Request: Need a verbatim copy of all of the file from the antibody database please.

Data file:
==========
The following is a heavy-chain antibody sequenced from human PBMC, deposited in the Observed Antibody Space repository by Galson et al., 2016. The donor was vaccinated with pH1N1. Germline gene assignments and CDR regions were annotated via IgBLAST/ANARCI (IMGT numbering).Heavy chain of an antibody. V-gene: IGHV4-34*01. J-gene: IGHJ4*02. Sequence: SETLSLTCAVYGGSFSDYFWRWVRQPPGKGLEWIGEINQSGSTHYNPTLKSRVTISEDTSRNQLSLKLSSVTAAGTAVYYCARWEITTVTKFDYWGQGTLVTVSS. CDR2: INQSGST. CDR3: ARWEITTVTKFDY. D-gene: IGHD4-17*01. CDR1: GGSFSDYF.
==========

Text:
The following is a heavy-chain antibody sequenced from human PBMC, deposited in the Observed Antibody Space repository by Galson et al., 2016. The donor was vaccinated with pH1N1. Germline gene assignments and CDR regions were annotated via IgBLAST/ANARCI (IMGT numbering).Heavy chain of an antibody. V-gene: IGHV4-34*01. J-gene: IGHJ4*02. Sequence: SETLSLTCAVYGGSFSDYFWRWVRQPPGKGLEWIGEINQSGSTHYNPTLKSRVTISEDTSRNQLSLKLSSVTAAGTAVYYCARWEITTVTKFDYWGQGTLVTVSS. CDR2: INQSGST. CDR3: ARWEITTVTKFDY. D-gene: IGHD4-17*01. CDR1: GGSFSDYF.